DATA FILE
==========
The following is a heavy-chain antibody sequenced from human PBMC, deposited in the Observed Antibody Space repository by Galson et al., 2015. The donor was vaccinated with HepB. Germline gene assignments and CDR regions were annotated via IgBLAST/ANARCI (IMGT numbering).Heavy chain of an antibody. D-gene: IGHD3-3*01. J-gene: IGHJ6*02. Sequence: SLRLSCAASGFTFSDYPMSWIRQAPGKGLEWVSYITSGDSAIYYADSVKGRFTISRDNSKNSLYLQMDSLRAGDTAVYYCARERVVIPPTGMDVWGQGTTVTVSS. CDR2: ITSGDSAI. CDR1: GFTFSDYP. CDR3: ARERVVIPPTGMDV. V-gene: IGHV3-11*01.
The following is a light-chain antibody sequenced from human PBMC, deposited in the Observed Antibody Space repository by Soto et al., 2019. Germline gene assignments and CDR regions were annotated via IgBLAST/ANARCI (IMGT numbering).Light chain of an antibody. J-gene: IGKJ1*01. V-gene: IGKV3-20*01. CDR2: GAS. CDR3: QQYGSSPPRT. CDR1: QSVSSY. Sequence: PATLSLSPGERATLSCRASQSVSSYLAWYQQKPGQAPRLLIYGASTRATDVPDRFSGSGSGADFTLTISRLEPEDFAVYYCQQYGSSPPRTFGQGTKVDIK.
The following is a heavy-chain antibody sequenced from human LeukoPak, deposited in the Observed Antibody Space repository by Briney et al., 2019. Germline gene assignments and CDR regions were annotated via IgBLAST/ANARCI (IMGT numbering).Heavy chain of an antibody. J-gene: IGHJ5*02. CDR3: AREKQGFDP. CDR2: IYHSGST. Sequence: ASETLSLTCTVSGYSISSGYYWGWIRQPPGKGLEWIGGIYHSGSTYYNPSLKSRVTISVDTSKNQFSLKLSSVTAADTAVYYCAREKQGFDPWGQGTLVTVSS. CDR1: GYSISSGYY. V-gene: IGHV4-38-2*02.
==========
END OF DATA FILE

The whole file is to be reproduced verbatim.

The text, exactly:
The following is a heavy-chain antibody sequenced from human PBMC, deposited in the Observed Antibody Space repository by Galson et al., 2015. The donor was vaccinated with HepB. Germline gene assignments and CDR regions were annotated via IgBLAST/ANARCI (IMGT numbering).Heavy chain of an antibody. D-gene: IGHD3-3*01. J-gene: IGHJ6*02. Sequence: SLRLSCAASGFTFSDYPMSWIRQAPGKGLEWVSYITSGDSAIYYADSVKGRFTISRDNSKNSLYLQMDSLRAGDTAVYYCARERVVIPPTGMDVWGQGTTVTVSS. CDR2: ITSGDSAI. CDR1: GFTFSDYP. CDR3: ARERVVIPPTGMDV. V-gene: IGHV3-11*01.
The following is a light-chain antibody sequenced from human PBMC, deposited in the Observed Antibody Space repository by Soto et al., 2019. Germline gene assignments and CDR regions were annotated via IgBLAST/ANARCI (IMGT numbering).Light chain of an antibody. J-gene: IGKJ1*01. V-gene: IGKV3-20*01. CDR2: GAS. CDR3: QQYGSSPPRT. CDR1: QSVSSY. Sequence: PATLSLSPGERATLSCRASQSVSSYLAWYQQKPGQAPRLLIYGASTRATDVPDRFSGSGSGADFTLTISRLEPEDFAVYYCQQYGSSPPRTFGQGTKVDIK.
The following is a heavy-chain antibody sequenced from human LeukoPak, deposited in the Observed Antibody Space repository by Briney et al., 2019. Germline gene assignments and CDR regions were annotated via IgBLAST/ANARCI (IMGT numbering).Heavy chain of an antibody. J-gene: IGHJ5*02. CDR3: AREKQGFDP. CDR2: IYHSGST. Sequence: ASETLSLTCTVSGYSISSGYYWGWIRQPPGKGLEWIGGIYHSGSTYYNPSLKSRVTISVDTSKNQFSLKLSSVTAADTAVYYCAREKQGFDPWGQGTLVTVSS. CDR1: GYSISSGYY. V-gene: IGHV4-38-2*02.